Special art route pays tribute to the Humanities
How do you depict the importance of the Humanities? In honour of the faculty's 444th anniversary, 25 Humanities students, alumni and employees sent in a variety of works of art inspired by the theme 'Humanities matter'. You can come to look at the works from 25 May to 28 August via an art route through Leiden.
Tribute to the Humanities
‘Pay tribute to the Humanities', was the call to creative students, alumni and employees of the Faculty of Humanities in March. And there turned out to be quite a few of them. In two months time, 25 prints, paintings, installations, performances and poems with the theme 'Humanities matter' were submitted.
Romy Ruigrok (24), a master student in Museums and Collections from Leiden, together with two other students and two staff members of the faculty, looked at the works and organised an art route via Leiden University buildings where they will be exhibited from 25 May to 28 August.
‘I was impressed by the quality and diversity of the entries,' says Ruigrok. ‘The entry that especially caught my eye is an algorithm that writes poems in the style of Dutch poet Lucebert. During the opening the creators will hand out these poems. They want to pose the question: is this poetry? Is this art? I find this work to be interesting because it shows what role the Humanities can play. Technology opens up a lot of possibilities, but how do we relate to those as human beings?
For the Faculty of Humanities, the celebration of the 444th anniversary of Leiden University is marked by the importance of the Humanities in a rapidly changing world. Various events will be organised under the theme 'Humanities matter', including this art route. Themes such as globalisation and the preservation of humanity are represented in the entries.
Ruigrok: 'On the news people sometimes ask a question like: are the Humanities actually important in our society? Will students be doing something useful after their studies? I think it's great that this exhibition shows why the Humanities are important. The Humanities don’t just take things for granted, it questions why things are the way they are.’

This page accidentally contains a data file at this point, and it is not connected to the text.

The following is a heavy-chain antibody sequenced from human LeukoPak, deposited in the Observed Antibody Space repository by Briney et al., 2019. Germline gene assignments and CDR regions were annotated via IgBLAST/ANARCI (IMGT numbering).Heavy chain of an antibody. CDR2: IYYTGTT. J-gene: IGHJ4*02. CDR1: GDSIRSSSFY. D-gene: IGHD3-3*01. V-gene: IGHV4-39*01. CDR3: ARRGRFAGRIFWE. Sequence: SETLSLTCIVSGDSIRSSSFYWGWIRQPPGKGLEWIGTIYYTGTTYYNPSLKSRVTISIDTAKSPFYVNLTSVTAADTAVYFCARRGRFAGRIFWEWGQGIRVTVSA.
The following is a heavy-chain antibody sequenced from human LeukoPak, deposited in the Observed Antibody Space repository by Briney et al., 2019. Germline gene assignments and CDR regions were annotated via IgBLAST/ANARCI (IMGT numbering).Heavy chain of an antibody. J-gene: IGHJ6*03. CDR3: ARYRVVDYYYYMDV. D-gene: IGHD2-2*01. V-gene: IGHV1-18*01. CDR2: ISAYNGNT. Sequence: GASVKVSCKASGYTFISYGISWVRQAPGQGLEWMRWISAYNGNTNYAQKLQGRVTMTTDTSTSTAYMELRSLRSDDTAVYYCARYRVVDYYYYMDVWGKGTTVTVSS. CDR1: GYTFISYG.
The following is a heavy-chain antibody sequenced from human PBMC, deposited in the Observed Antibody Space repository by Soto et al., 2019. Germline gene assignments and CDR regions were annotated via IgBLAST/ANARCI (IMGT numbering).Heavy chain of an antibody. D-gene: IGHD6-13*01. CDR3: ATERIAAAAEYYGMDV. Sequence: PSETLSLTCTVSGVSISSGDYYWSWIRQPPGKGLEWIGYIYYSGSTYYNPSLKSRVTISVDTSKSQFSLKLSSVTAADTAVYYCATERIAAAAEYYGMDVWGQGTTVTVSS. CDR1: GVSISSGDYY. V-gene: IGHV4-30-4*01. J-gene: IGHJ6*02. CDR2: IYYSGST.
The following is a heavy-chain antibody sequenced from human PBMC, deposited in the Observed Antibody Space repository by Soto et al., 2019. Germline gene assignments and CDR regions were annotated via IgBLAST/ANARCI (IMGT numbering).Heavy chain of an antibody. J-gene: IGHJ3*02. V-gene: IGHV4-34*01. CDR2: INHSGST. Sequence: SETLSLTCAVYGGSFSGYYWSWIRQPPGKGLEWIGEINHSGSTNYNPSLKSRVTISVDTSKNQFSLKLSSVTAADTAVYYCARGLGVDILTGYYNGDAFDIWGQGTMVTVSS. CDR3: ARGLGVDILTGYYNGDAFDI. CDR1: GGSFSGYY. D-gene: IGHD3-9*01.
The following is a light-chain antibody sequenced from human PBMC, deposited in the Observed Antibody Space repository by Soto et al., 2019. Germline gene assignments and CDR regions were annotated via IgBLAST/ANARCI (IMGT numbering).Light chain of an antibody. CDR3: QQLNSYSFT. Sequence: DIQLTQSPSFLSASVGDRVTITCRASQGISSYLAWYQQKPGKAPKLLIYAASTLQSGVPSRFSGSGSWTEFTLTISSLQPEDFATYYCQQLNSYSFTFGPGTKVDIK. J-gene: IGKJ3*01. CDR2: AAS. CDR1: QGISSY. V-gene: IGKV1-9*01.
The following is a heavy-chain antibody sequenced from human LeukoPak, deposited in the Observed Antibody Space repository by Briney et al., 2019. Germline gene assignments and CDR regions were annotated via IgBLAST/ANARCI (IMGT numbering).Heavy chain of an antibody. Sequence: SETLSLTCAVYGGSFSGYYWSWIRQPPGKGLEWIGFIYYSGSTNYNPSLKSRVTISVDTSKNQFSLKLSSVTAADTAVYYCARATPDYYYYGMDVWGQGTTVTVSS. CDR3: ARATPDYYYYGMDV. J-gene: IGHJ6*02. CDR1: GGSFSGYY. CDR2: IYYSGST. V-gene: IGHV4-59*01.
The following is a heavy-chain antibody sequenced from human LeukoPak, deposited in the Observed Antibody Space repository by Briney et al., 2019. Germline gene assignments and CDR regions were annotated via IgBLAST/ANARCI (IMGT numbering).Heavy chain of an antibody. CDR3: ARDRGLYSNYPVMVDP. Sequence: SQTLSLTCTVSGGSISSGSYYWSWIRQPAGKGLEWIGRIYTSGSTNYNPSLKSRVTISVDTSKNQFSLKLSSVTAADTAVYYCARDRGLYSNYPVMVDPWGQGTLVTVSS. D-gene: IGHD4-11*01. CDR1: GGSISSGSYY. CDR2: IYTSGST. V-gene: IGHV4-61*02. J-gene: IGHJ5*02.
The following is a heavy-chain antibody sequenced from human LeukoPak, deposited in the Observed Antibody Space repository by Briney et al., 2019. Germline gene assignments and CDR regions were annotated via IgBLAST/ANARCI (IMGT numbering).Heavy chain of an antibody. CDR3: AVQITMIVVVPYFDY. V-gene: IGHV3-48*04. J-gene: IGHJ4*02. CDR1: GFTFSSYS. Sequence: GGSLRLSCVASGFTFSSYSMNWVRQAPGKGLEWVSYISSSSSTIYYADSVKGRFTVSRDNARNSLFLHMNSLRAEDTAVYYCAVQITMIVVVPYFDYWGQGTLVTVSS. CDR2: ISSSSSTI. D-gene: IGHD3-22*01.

Who will win 444 Euros?
On 25 MAy, a three-man jury, consisting of faculty board student member Olivier Fajgenblat, institute manager of the Academy of Creative and Performing Arts Rosalien van der Poel and artist Barthel Brussee, will choose three winners from all the entries.
First prize: Hester Be – bachelor student Art History and Philosophy
This is a work that is cleverly executed in pen and ink. The contour lines of the drawing are sometimes thick and heavy, then fine and delicate, but never without meaning. The lines remain interesting throughout the work, and the perspective effect that this creates is cleverly exploited. The alternation of very "filled in" and very open spaces results in a pleasant composition, which is complex, but still remains easy to understand.
Second prize: Pablo Kattenberg – master student Literature in Society
The second prize goes to a work that the jury unanimously considered to be original and innovative. In an interesting way, the interactive work showcases the connection between art and technology. Assumptions about one of the merits of the humanities - the ability to write well - are put to the test. The work raises questions such as: Are the authors of poetry and literature important? Or are they the geniuses from which the art originated?
Third prize: Sitwat Ashar Hashmi – master student Political Science
The third prize concerns a personal theme and is a strong image that raises questions about identity (an important aspect of the humanities). The work takes a political stand and at the same time shows an almost mythological image.
The University celebrates 444 years: let’s celebrate together!
In 2019, Leiden University celebrates its 444th anniversary. Various events are organised in Leiden and The Hague to celebrate this special anniversary. In, with and for the city. Take a look at the programme!Humanities celebrates 444
Written by Julia Nolet
Pictures by Simone Both
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